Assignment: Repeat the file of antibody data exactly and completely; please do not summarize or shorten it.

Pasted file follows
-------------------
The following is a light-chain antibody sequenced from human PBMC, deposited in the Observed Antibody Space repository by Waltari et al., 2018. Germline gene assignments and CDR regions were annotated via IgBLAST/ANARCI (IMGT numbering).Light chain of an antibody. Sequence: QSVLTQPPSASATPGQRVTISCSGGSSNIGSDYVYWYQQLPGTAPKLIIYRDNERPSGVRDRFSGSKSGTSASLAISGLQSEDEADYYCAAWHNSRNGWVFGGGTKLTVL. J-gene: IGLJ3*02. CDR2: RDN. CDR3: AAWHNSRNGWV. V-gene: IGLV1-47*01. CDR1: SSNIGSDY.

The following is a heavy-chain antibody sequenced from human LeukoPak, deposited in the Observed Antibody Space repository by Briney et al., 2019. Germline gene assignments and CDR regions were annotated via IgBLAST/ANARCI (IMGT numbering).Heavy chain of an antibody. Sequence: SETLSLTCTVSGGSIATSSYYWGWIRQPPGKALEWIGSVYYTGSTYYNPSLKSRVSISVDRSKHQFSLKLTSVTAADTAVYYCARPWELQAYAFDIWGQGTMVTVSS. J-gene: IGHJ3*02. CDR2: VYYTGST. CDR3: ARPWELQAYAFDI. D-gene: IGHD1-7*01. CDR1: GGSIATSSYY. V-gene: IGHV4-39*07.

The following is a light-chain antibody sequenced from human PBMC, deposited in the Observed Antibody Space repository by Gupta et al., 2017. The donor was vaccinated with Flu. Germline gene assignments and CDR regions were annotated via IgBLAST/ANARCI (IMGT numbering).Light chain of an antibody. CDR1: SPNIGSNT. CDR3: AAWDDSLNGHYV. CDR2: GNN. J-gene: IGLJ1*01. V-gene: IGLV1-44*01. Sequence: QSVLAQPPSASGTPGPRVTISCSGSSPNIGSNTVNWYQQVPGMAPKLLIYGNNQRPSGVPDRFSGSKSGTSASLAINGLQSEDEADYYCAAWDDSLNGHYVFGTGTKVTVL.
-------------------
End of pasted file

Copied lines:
The following is a light-chain antibody sequenced from human PBMC, deposited in the Observed Antibody Space repository by Waltari et al., 2018. Germline gene assignments and CDR regions were annotated via IgBLAST/ANARCI (IMGT numbering).Light chain of an antibody. Sequence: QSVLTQPPSASATPGQRVTISCSGGSSNIGSDYVYWYQQLPGTAPKLIIYRDNERPSGVRDRFSGSKSGTSASLAISGLQSEDEADYYCAAWHNSRNGWVFGGGTKLTVL. J-gene: IGLJ3*02. CDR2: RDN. CDR3: AAWHNSRNGWV. V-gene: IGLV1-47*01. CDR1: SSNIGSDY.

The following is a heavy-chain antibody sequenced from human LeukoPak, deposited in the Observed Antibody Space repository by Briney et al., 2019. Germline gene assignments and CDR regions were annotated via IgBLAST/ANARCI (IMGT numbering).Heavy chain of an antibody. Sequence: SETLSLTCTVSGGSIATSSYYWGWIRQPPGKALEWIGSVYYTGSTYYNPSLKSRVSISVDRSKHQFSLKLTSVTAADTAVYYCARPWELQAYAFDIWGQGTMVTVSS. J-gene: IGHJ3*02. CDR2: VYYTGST. CDR3: ARPWELQAYAFDI. D-gene: IGHD1-7*01. CDR1: GGSIATSSYY. V-gene: IGHV4-39*07.

The following is a light-chain antibody sequenced from human PBMC, deposited in the Observed Antibody Space repository by Gupta et al., 2017. The donor was vaccinated with Flu. Germline gene assignments and CDR regions were annotated via IgBLAST/ANARCI (IMGT numbering).Light chain of an antibody. CDR1: SPNIGSNT. CDR3: AAWDDSLNGHYV. CDR2: GNN. J-gene: IGLJ1*01. V-gene: IGLV1-44*01. Sequence: QSVLAQPPSASGTPGPRVTISCSGSSPNIGSNTVNWYQQVPGMAPKLLIYGNNQRPSGVPDRFSGSKSGTSASLAINGLQSEDEADYYCAAWDDSLNGHYVFGTGTKVTVL.